If you boil down everything all of us authors have written about grieving, it boils down to one word–PERMISSION. The key to a successful grief journey is finding permission to grieve. The best thing to do with our grief is to grieve, but finding permission from ourselves and from others is not an easy thing to accomplish. We tend to think we should be doing better than we are, and the rest of the world seems intent on cheering us up no matter what it takes. Where does one go to grieve in peace?
We need safe places to grieve. The best thing I can offer to people in grief is a place where it is alright to mourn. No one will try to stop the tears from flowing, nor change the subject, nor try to “spin doctor” the pain away. Every person in grief needs a safe place to grieve.
And we need safe people. Those rare folks who will not try to change our minds or tell us how to feel but will simply enter our pain with us and try to understand.
I did not know it but I was being trained for my life’s work from an early age. There was a girl in our town named Alberta McBride who I thought was the most beautiful girl I had ever seen. She was older than my fifteen years so all I could do was worship from afar, but I did a lot of that.
During her graduation activities, she was going to a slumber party with her girl friends, and a train hit her car and killed her. This happened in the forties. Back then, we did not talk about people after they were dead… that was a failure in showing proper respect. We certainly did not mention the name in front of the family. We locked folks in a prison of silence and let them suffer in the dark. The McBride’s walked into the grocery store where I worked and before I knew it I had said that I thought Alberta was the most beautiful girl I had ever seen. When it dawned on me what I had said, I started to panic and would have run away, except Mrs. McBride hugged me. That was a shock because we did not hug each other much in the forties.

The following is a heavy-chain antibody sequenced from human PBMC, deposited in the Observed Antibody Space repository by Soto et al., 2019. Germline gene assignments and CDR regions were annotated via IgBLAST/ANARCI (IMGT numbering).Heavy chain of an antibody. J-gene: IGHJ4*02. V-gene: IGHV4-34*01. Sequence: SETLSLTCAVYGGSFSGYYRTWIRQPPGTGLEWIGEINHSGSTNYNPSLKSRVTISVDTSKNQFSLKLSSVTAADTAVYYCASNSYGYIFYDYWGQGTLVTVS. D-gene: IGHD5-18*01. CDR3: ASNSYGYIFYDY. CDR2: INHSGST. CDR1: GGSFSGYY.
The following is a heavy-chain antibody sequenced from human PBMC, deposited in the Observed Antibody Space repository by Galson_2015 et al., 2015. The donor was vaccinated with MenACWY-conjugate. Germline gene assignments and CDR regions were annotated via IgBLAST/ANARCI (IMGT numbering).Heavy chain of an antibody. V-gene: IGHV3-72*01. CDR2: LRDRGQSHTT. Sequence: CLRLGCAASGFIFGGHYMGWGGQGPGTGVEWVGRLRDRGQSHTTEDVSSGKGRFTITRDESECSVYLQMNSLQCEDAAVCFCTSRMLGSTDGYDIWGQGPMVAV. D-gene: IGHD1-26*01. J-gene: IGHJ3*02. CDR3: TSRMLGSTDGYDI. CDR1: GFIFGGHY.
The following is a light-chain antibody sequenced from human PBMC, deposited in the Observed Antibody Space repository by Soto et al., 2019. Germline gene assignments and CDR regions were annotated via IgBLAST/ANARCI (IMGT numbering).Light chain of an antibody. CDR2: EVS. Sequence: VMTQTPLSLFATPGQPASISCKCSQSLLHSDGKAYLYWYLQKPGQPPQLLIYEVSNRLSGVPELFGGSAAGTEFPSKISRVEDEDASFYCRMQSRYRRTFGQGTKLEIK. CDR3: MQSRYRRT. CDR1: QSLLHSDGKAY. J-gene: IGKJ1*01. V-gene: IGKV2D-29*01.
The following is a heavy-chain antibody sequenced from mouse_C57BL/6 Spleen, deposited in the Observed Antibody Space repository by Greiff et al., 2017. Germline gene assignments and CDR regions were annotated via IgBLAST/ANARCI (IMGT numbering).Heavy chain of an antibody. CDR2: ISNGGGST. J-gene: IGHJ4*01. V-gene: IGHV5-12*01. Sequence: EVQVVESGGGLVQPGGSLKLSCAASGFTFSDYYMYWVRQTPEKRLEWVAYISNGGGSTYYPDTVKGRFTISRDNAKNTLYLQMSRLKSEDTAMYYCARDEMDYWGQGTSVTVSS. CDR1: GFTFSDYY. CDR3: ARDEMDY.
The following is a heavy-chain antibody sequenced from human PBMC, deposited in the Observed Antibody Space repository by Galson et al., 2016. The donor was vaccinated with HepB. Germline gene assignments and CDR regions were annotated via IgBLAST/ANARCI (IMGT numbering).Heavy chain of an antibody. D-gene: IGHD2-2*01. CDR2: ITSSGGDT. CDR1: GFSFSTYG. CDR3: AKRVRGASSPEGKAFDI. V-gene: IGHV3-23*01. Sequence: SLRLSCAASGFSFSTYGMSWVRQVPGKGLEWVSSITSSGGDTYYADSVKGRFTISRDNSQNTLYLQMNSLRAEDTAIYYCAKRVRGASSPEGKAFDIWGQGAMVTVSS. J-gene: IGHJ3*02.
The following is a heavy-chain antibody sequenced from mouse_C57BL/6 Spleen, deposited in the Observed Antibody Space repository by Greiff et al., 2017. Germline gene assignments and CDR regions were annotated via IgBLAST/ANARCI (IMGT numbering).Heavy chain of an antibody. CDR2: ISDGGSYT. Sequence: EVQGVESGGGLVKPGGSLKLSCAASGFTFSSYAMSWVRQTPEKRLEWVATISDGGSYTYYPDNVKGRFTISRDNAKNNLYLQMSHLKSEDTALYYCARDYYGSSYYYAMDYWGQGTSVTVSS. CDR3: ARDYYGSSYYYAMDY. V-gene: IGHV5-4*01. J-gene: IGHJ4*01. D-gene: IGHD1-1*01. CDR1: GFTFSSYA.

The McBride’s started stalking me. They seem to be everywhere I was and even joined my table in a restaurant one day. They asked me to come by their home and I did so on more than one occasion. They would get the albums out and show me picture after picture of Alberta. I had no idea what was going on at the time. Now I realize, the only safe person in town was a fifteen-year-old kid who worked in a grocery store. How tragic.
It may be hard to do, and you may need to stay away from some very well meaning friends for a while, but the grieving process needs and may even demand that you find safe places and safe people. There will be plenty of time to make up with the friends that can’t understand why you are not depending on them for support, but right now, the most pressing need you have is permission to deal with the whatever feelings, thoughts, angers, frustrations, and pains you have in a safe place among safe people.
Copyright Doug Manning of In-Sight Books, Inc. Doug’s books, CDs and DVDs are available at www.insightbooks.com. Post originally published on Doug’s Blog at The Care Community www.thecarecommunity.com.
Updated: August 31, 2015